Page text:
The White House Wants You To Travel

Posted on
Dec 15, 2014

… and I’m pretty okay with that.

I am conflicted and hopeful. I guess politics will do that to you.

I got home last week from my first trip ever to D.C. It was brief, yet felt monumental in all sorts of ways. Perhaps because I was surrounded by monuments.


It was my first trip to the nation’s capital, and my first truly solo trip. That seems strange and almost impossible – I’m a travel blogger, after all. I should go places alone (and, indeed, I spend most of my travel days by myself, roaming around the city). But the actual traveling aspect of the trip has never been solo. I’ve always flown with a friend, or Rand, or arrived somewhere and met family or loved ones. I’ve never landed in a strange city, truly on my own.

This time I did. And it was kind of wonderful. I prefer to fly with my beloved, prefer to curl up in a hotel bed with him at my side, but it was nice to see that I could go at it alone, and be totally okay.

As a friend put it, “This means that you are officially a grown up.”

The impetus for my trip was an invite to an event at the White House, targeted primarily to travel bloggers and a few educators (and a few traveling educators). The State Department is opening a new office with the specific goal of sending more college students to study abroad. Presently, fewer than 10% of all college students study abroad, and that number is disproportionately white.

I think it’s a noble goal, if a self-serving one: there is a strong correlation between holding a passport and voting Democrat. That’s not to say that getting a passport will ensure the Dems easy wins in the future, but there is something to be said for making your citizens more worldly, especially if it helps you get into office.

I was initially unsure of whether or not to attend, as I don’t go on promotional trips, and while this one was not technically sponsored (hotel and transportation were not included, but there were hosted meals and various freebies), the State Department clearly had an agenda.

However, I felt that was something I could get behind.

I’ve been working on my book rather steadily for the last few weeks, and one of the biggest lessons to emerge from the manuscript is this: Get a Passport (and yes, I’ve capitalized the P, because it’s that important). My mother got me my first Passport when I was only a few months old. This is not a contradiction to my values.

So I went to the event. They began with a tour of the east wing of the White House (which had been decorated for the holidays), and I am not above being charmed by portraits of former presidents and twinkling lights.



Later, we listened to various speakers, including the White House’s Chief of Staff, Denis Donaugh. Here he is looking enthralled that I am taking his picture.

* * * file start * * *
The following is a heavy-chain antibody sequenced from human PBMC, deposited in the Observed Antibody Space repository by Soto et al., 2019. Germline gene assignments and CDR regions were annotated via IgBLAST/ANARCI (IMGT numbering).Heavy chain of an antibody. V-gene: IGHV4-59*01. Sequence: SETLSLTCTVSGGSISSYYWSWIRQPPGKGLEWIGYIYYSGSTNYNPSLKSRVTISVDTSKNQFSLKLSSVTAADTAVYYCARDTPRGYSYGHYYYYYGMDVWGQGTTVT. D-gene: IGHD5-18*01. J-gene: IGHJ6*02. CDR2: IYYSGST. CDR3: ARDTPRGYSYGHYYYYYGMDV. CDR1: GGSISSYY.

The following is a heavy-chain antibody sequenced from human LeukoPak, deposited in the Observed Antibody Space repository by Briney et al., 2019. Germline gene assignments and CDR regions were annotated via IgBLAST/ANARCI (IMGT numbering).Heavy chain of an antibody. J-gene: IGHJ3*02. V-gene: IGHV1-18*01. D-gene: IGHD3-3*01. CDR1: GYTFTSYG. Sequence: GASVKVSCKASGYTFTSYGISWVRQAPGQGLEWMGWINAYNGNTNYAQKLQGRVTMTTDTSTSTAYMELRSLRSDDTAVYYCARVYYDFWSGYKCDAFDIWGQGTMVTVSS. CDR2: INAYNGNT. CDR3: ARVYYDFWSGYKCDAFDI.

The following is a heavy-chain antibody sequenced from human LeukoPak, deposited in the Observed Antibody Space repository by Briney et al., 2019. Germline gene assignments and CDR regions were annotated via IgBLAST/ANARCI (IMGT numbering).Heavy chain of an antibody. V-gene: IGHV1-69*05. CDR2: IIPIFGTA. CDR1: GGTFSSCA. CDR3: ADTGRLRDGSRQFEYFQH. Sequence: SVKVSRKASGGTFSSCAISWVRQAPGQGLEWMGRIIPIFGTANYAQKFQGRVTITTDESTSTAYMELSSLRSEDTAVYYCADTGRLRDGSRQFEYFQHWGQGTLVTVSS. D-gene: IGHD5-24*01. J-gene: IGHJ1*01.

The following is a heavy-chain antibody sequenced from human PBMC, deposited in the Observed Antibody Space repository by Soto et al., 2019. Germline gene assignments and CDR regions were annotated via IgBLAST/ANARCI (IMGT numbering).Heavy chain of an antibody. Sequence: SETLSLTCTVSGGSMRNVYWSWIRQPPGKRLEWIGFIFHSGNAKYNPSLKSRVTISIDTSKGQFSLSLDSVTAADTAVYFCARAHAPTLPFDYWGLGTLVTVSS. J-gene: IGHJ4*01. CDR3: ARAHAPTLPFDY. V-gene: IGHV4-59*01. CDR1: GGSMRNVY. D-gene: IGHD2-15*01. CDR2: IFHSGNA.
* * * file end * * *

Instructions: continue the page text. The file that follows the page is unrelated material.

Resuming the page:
I stopped taking photos of speakers after that, because I was scared to. (Were we not supposed to take photos? NO ONE TOLD ME AND EVERYONE ELSE WAS AND … oh, god. I go to the White House and act like a middle schooler.) We also heard from other staff members that day, including Tina Tchen and Ben Rhodes.

There were panels of speakers as well, including Carrie Hessler-Radlett, the Director of the Peace Corps. While I think she did an excellent job, this still made me weirdly uncomfortable. The Peace Corps’ track record with protecting and helping female volunteers who have been victims of sexual assault is not great. Hundreds of women have been attacked, and many have felt unsupported in the aftermath (the organization has not helped volunteers get abortions when they were impregnated by their rapists, but has offered to cover parenting classes). I said as much on Twitter.

I appreciate that Director Hessler-Radlett is new to the post (she’s held the position for less than six months) and I’m grateful for her dedication to maternal health and the HIV/AIDS epidemic. Also, I realize that she’s trying to make things better for female volunteers and encountering problems with the organizations itself. But I’m still upset that safety wasn’t brought up.

I have other criticisms with the event – like, I don’t think the plan is a perfect one. The officials who spoke talked about making travel – and college in general – more affordable to young people, including those underrepresented members of the population. Obviously, I am for that, but I am inclined to think that the problem starts earlier. In order to attend college and study abroad, you need to be address economic and education disparity that kids face beginning from when they are in diapers.  

That doesn’t, of course, mean that we shouldn’t make travel easier for people who are in college now. No. Absolutely not.

I say none of this to be disrespectful – this was the stuff that stuck out to me. Things that I wanted to comment on, and did (at least, on Twitter). It was validating to think that my opinions had value, and to be able to voice them. To be surrounded by a lot of accomplished writers, especially when one considers that my blog largely covers issues like eating dessert and making out with my husband. And yes, these proclivities also made themselves known as I spread the word about the new program:

I guess there’s something nice about realizing that no matter the circumstances, no matter where this blog leads me, it will always, fundamentally, be a reflection of who I am. That I can find myself in my country’s glittering hub, and still be able to think about matters critically (mostly). That I can wander to ends of the earth, and my priorities are the same: liberty, cake, and justice for all.

That’s a pretty damn good feeling. And I hope this program enables others to feel the same way.

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